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Microscope Care and Use



A microscope is an essential piece of equipment for any veterinary laboratory. It is used on a daily basis to analyze blood, urine, fecal and cytological samples. Without proper care and maintenance, however, this invaluable tool will not perform adequately for the technologist.


Focusing and examining samples

When preparing to examine a sample, the slide should be placed on the stage, specimen-side up, and held in place with the stage brackets. Ensure that there is no moisture on the stage or on the back of the slide as this will impair its ability to move freely. Roughly center the specimen and rotate the 10X objective into place. Find focus under the 10X and increase your objective power to 40X and then 100X. With each step, re-center your specimen in your field of view and adjust your focus using the fine focus adjustment knob. When moving to 100X (oil immersion), add one drop of immersion oil to the slide and rotate the 100X objective into place. The lens of the objective should make contact with the oil and slight fine focus adjustment may be required to sharpen the image.

Depending on the sample that is being viewed, the iris diaphragm and/or the condenser can be adjusted to modify the contrast. Typically, liquid samples, such as unstained urine, are best viewed with a lower light and increase contrast, while the detail of stained blood smears is best viewed with a brighter light.


Key Microscope Components



Cleaning and Maintenance of the Microscope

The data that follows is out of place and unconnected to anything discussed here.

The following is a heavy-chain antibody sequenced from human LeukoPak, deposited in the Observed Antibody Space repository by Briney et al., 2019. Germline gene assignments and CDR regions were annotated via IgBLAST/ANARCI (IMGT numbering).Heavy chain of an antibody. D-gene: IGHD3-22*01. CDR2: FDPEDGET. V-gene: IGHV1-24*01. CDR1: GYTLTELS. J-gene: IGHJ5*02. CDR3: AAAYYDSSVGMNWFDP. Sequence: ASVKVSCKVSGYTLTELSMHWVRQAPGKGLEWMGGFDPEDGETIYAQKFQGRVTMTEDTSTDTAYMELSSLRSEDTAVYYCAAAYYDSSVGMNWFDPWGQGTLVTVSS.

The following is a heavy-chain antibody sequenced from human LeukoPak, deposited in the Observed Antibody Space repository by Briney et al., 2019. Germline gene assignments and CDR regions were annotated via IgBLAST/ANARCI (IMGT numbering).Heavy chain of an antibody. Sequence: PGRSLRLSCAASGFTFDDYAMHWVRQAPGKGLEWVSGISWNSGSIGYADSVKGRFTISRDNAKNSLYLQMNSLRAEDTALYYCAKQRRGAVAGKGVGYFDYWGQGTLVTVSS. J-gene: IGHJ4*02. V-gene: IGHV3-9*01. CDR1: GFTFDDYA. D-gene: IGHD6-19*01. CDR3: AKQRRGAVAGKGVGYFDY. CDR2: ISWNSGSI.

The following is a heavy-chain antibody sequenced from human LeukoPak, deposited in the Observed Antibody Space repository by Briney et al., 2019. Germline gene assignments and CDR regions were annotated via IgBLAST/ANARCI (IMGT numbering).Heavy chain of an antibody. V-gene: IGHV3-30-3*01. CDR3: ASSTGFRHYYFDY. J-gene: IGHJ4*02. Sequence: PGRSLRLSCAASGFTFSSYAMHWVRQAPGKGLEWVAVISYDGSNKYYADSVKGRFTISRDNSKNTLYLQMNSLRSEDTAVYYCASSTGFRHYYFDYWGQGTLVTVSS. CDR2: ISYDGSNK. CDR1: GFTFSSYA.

After each use, the oculars, objective lenses, stage and stage brackets should be thoroughly cleaned and the entire microscope should be cleaned daily. Frequent, regular cleaning will ensure that the microscope stays in good working order.


Objectives and Ocular lenses

Care should be taken when cleaning the objective and ocular lenses. Using the appropriate cleaning solutions will ensure that any delicate components of these lenses will not be damaged or corroded over time. Commercial lens cleaning solutions work well as they will not damage the lenses and do not leave any streaks or residue. Distilled water is another suitable option, however it may not be as effective in clearing fingerprints or oily residue.

Kim wipes and other non-abrasive tissues are appropriate as they will not scratch the lens surfaces and do not leave lint behind. The use of other cleaners and tissues/cloths should be restricted to the stage and body of the microscope. If there appears to be dust particles in the field of view, these are best cleared with compressed air. The oculars can be removed to provide more access. To help minimize dust in general, use a dust cover over the microscope when not in use.


Conclusion

When properly maintained, a microscope can be a useful piece of equipment when its needed. Taking a proactive approach means less down time for equipment maintenance which often results delays of sample processing. Every team member can do their part to maintain their practice’s investment.


Key Points

  • Clean objective lenses and oculars after every use.

  • Clean heavily soiled or oily areas last to avoid tracking the residue to other parts of the microscope.

  • Cover the microscope when not in use.

  • Turn the light off when not in use to extend the bulb life and minimize heat.

  • Emphasize the important of regular maintenance and encourage all staff members to follow protocols.

  • Service microscopes annually using a professional service.


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Hendrix, Charles M., and Margi Sirois. Laboratory Procedures for Veterinary Technicians. Mosby Elsevier, 2007.

Bassert, Joanna M., et al. McCurnin's Clinical Textbook for Veterinary Technicians. Elsevier Saunders, 2018.

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